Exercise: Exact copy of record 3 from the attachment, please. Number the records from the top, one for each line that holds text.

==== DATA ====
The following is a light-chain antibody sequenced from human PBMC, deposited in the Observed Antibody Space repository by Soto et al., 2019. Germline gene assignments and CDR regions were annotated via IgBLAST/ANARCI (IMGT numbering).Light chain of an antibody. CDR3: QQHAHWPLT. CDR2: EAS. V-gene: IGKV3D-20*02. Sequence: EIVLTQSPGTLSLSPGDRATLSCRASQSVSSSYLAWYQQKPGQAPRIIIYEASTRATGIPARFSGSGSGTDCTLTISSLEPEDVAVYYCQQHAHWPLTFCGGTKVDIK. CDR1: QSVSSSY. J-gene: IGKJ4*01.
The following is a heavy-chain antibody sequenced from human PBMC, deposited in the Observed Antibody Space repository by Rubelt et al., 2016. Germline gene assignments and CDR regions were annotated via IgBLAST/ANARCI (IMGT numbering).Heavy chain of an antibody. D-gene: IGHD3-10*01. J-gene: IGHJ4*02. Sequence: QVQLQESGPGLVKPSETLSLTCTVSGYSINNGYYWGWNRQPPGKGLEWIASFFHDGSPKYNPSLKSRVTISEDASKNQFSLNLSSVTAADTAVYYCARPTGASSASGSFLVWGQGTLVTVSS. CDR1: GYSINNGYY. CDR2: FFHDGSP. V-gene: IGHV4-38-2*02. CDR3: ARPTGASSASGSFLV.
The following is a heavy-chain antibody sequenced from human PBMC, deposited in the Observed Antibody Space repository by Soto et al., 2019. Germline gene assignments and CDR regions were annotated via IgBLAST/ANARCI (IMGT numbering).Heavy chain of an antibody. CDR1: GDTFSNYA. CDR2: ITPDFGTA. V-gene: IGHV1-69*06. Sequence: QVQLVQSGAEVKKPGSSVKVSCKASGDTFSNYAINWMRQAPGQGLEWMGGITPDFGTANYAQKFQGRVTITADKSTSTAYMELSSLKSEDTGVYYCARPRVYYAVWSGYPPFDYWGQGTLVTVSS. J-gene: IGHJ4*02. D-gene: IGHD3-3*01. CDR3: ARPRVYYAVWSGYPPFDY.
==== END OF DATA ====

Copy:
The following is a heavy-chain antibody sequenced from human PBMC, deposited in the Observed Antibody Space repository by Soto et al., 2019. Germline gene assignments and CDR regions were annotated via IgBLAST/ANARCI (IMGT numbering).Heavy chain of an antibody. CDR1: GDTFSNYA. CDR2: ITPDFGTA. V-gene: IGHV1-69*06. Sequence: QVQLVQSGAEVKKPGSSVKVSCKASGDTFSNYAINWMRQAPGQGLEWMGGITPDFGTANYAQKFQGRVTITADKSTSTAYMELSSLKSEDTGVYYCARPRVYYAVWSGYPPFDYWGQGTLVTVSS. J-gene: IGHJ4*02. D-gene: IGHD3-3*01. CDR3: ARPRVYYAVWSGYPPFDY.